Winston Churchill, arguably one of the greatest political and military leaders of the 20thcentury, planned every detail of his funeral at St. Paul’s Cathedral in London. He worked clandestinely with cathedral staff, under the code name “Operation-Hope-Not.” (That code name reveals a lot about humanity’s attitude toward death, doesn’t it?) One aspect of his funeral seems absolutely inspired: a bugler played The Last Post, which is like the equivalent of Taps in the United States, from the west end of the cathedral. When the somber notes of that solo bugle echoed through the cathedral, I can imagine the stiff upper lips of many Brits quivered, as they were no longer able to hold back tears.
Then a full minute of silence passed.
And then, surely a surprise to all those mourners who crowded into St. Paul’s that day, another bugler, this one positioned in the east, rose to play Reveille, the happy morning bugle call that gives soldiers and scouts the “get up and go” they need to kick-start their day. Perhaps after the tears, a few suppressed chuckles slipped out. Always a commanding presence – even from the dead – Churchill relayed two important messages.
First, he offered a testimony to the shock, joy, and surprise of the Resurrection. At the last day, we’ll all rise to the sound of the Lord playing a heavenly version of Reveille and waking us up to the new life, new earth, new Jerusalem. It wasn’t random that the Reveillecame from the east, where the sun rises, the direction the altar faces in many churches, the direction from which we expect Christ to return again.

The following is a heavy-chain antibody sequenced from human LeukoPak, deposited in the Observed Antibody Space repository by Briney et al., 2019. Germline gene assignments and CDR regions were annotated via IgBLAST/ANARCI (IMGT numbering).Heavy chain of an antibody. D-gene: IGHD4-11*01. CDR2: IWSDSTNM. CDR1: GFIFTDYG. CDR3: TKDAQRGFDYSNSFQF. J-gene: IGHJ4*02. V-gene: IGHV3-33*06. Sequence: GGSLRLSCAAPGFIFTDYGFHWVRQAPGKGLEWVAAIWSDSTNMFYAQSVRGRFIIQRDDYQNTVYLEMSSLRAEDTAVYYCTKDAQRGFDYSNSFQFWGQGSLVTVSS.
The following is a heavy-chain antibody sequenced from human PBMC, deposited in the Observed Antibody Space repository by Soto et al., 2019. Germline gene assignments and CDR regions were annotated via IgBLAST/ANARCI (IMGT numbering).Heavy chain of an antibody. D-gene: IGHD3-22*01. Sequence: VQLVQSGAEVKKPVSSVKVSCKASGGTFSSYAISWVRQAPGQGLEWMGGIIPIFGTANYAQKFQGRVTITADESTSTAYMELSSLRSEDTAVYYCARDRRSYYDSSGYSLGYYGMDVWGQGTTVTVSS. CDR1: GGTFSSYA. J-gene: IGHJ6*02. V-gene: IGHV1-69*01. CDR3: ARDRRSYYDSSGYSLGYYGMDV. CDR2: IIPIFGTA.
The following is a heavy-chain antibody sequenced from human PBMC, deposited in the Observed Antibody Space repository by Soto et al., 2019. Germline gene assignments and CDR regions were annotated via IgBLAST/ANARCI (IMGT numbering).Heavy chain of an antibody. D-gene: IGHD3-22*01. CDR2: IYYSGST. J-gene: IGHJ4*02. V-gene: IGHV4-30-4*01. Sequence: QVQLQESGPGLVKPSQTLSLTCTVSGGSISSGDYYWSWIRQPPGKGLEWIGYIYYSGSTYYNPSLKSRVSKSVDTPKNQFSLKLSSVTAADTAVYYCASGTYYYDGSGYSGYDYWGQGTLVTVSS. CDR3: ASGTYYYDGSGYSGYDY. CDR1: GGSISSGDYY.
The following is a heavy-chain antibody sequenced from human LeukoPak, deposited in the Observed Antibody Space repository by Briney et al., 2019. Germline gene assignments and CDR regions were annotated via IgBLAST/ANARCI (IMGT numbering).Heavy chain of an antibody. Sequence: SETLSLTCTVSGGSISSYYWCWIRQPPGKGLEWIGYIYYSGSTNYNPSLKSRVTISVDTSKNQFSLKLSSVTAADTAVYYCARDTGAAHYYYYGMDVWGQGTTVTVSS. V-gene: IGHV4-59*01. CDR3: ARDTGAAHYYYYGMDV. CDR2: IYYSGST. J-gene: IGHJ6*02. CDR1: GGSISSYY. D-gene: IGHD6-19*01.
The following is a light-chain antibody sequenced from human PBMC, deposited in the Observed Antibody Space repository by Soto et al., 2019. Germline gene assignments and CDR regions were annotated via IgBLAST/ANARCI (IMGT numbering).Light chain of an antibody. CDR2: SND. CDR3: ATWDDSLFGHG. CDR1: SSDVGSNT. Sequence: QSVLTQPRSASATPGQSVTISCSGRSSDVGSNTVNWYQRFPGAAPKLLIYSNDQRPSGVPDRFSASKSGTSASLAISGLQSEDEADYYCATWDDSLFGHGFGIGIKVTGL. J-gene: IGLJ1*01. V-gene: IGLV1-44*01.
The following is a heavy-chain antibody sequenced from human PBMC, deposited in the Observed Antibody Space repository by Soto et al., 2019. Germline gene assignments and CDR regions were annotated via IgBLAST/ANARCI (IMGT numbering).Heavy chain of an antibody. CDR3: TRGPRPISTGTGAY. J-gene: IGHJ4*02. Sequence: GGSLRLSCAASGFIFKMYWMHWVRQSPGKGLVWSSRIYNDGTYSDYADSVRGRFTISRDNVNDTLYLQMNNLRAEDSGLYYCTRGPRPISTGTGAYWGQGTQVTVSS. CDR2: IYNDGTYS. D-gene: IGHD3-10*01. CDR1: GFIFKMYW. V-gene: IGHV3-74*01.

Secondly, Churchill bid them to press on, to attend to the day at hand, and the life ahead, here and now.
But let’s go back in our imagination to that minute of silence because that is where we can locate this great feast day we’ve gathered to celebrate: All Saints’ Day.
That minute of silence is where we find ourselves wondering:
- Is this really it?
- What comes next?
- Do we have enough tears to cry?
- Is there enough patience to persevere?
Somewhere in the uncomfortable silence, having heard Taps and waiting for Reveille.
Somewhere in the waiting, for God to descend among us and wipe every tear from our eyes.
Somewhere in the hoping, that Jesus’ words are trustworthy and true.
Somewhere in the trusting, that God is preparing, for all peoples – my favorite saints and yours, those dearly departed in this community and abroad, folk we miss dearly and folk we never knew – that God is preparing a feast of rich food filled with marrow, of well-aged wines strained clear.
Somewhere in the discomfiting silence, where we wait for God to swallow up death forever, even as it abides with us here and now.
And in this quiet and disquieting moment, when we wait, hope, trust on our best days and fight despair on our worst – that is the moment where we meet the Lord.
Today’s liturgy, feast, and Gospel reading all encourage us to feel the grief and sorrow, maybe even impatience at having to wait that long minute before we hear Reveille, or anger at how death takes away, at least in physical form, the people we love. We are given the courage we need to wait for Reveille – together, nourished around this table, hearing God’s story in our stories, and pleading, like Mary did, for Jesus to come and take death away.